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The Need To Forget Quotes And Teachings

A few teachings and quotes on the need to forget from Hindu saints and scriptures.

The gift of memory includes not only the ability to remember but also the ability to forget what needs to be forgotten. We have, along with good memories, many bad memories too. What to do with them? We wish to forget those memories. Someone hurt or cheated us; spoke or behaved unkindly with us and so on. And we wish to forget it for that is the best way to deal with those experiences. How to do it?

Says one of the eminent monks of the Ramakrishna Order, suggesting a powerful solution to handle painful memories:

The more you try to forget something, the more you remember it. You cannot forget anything. Any conscious attempt to forget strengthens the thought, you remember it all the more. To forget any thought, do not think about it, think about something else. That is, put your mind somewhere else, then the mind goes away from the unwanted thought. If certain memories are not pleasant, get away from them by putting the mind on something more sublime. That is why in spiritual life you are asked to think of God, repeat God’s name even when you are disturbed by some memory. To blot out a memory, think of something which is closer to your heart and soul. . . . Simply telling the mind not to entertain a thought does not stop it, give it something better, something more divine, something more precious, and the mind holds on to that.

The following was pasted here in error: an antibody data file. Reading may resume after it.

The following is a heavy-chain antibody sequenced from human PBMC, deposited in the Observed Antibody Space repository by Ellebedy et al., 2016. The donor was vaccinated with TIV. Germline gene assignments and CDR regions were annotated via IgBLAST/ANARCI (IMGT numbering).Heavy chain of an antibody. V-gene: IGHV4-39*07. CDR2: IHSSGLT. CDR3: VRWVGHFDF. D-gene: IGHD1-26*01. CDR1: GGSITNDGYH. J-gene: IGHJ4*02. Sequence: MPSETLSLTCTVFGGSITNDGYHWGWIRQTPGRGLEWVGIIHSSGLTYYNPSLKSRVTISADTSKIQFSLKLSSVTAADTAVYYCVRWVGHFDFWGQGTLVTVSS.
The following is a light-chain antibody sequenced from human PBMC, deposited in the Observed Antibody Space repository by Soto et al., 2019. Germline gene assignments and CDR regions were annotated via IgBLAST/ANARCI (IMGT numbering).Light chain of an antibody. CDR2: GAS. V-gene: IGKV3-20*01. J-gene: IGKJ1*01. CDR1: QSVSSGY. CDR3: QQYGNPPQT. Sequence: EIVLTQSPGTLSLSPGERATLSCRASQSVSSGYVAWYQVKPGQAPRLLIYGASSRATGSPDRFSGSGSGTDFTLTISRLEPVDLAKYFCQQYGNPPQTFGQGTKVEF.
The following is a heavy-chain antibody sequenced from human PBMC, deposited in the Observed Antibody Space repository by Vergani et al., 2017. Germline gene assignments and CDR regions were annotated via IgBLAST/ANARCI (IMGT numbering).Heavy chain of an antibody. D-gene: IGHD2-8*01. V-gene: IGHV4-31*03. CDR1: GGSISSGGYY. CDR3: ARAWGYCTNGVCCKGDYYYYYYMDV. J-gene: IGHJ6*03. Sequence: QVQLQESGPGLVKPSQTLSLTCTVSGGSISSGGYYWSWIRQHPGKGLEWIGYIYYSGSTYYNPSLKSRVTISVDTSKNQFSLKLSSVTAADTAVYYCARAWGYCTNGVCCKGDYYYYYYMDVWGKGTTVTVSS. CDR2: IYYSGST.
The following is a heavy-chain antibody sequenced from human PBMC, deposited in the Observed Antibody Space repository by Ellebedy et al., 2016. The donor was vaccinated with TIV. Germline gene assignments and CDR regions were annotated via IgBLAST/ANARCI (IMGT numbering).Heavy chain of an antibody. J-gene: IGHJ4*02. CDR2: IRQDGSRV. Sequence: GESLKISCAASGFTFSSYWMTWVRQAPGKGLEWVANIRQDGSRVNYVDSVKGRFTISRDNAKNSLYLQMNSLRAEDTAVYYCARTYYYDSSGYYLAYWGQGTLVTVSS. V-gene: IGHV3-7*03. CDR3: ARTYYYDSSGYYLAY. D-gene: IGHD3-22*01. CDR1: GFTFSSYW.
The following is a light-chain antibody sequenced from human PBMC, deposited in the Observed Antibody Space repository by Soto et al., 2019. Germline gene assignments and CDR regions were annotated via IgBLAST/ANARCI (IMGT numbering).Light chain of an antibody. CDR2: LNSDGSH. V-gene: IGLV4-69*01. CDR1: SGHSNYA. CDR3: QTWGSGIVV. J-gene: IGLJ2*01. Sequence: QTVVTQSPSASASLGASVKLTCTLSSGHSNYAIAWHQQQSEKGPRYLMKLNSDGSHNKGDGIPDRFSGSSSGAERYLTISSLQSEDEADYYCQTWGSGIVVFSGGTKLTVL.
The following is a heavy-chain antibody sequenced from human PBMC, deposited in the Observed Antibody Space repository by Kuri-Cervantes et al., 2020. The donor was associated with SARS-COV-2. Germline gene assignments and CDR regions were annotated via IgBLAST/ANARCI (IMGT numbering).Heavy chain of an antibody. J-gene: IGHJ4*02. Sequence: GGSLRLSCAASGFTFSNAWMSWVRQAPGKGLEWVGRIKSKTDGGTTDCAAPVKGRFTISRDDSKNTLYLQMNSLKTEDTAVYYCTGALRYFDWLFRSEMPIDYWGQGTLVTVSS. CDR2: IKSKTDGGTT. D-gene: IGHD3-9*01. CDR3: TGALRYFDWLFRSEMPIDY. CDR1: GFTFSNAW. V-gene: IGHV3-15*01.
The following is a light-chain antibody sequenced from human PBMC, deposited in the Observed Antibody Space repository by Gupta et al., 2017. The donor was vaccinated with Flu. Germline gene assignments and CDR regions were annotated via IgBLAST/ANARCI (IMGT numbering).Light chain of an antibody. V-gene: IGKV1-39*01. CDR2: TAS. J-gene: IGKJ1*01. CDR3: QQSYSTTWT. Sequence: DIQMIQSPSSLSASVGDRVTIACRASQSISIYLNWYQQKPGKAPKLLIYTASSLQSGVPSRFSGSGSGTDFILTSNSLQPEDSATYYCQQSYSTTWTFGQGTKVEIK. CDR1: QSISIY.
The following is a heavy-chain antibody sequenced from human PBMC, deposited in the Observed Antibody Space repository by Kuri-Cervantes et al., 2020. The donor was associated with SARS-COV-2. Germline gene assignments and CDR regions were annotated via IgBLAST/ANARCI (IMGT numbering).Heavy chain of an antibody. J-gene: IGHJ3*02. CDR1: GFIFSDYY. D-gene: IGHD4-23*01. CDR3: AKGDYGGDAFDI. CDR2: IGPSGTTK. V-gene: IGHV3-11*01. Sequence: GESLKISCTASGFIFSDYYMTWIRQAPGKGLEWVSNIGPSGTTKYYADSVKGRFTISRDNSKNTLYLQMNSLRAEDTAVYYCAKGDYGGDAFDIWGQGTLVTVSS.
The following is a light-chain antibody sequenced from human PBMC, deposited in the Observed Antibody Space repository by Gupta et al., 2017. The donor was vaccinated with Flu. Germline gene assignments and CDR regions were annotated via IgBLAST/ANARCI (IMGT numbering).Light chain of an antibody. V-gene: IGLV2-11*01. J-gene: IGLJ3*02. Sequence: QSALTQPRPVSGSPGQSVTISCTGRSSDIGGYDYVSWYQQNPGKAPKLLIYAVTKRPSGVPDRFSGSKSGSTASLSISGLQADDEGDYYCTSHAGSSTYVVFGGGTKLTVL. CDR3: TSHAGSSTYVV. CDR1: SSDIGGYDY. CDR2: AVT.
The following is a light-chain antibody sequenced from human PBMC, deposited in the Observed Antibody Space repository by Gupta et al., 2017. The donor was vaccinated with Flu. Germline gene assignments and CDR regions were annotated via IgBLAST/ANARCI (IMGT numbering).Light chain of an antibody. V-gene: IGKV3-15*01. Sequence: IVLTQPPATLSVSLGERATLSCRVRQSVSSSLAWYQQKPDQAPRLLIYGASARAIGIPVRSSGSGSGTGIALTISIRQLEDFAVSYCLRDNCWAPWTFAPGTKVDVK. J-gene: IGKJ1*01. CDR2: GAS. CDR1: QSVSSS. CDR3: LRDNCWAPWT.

Keeping the mind on some divine thought, divine name, is of great spiritual significance; psychologically it helps us a lot; you can avoid many problems, many difficult situations. Even without an effort on your part, thoughts come up at different times according to the different suggestions outside or inside. The only way you can avoid them is to put the mind elsewhere – the thought that you give the mind must be stronger that the one you want to avoid, it must draw your entire mind.’ (Meditation and its Culmination by Swami Sarvagatananda, volume one p.158)

Sri Krishna says in the Gita (15.15) that ‘forgetfulness too arises from Him!’ Forgetting what needs to be forgotten is important in using this gift of remembrance or else it becomes an instrument of misery and constant pain.